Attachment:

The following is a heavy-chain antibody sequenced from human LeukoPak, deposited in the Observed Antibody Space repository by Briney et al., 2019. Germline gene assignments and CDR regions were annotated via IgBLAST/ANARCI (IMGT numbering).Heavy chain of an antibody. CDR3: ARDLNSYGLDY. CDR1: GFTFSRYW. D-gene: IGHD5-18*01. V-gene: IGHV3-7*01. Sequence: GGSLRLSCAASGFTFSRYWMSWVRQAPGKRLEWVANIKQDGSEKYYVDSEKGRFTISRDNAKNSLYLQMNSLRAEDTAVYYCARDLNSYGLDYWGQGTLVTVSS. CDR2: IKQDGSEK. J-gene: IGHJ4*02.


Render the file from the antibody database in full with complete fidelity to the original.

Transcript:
The following is a heavy-chain antibody sequenced from human LeukoPak, deposited in the Observed Antibody Space repository by Briney et al., 2019. Germline gene assignments and CDR regions were annotated via IgBLAST/ANARCI (IMGT numbering).Heavy chain of an antibody. CDR3: ARDLNSYGLDY. CDR1: GFTFSRYW. D-gene: IGHD5-18*01. V-gene: IGHV3-7*01. Sequence: GGSLRLSCAASGFTFSRYWMSWVRQAPGKRLEWVANIKQDGSEKYYVDSEKGRFTISRDNAKNSLYLQMNSLRAEDTAVYYCARDLNSYGLDYWGQGTLVTVSS. CDR2: IKQDGSEK. J-gene: IGHJ4*02.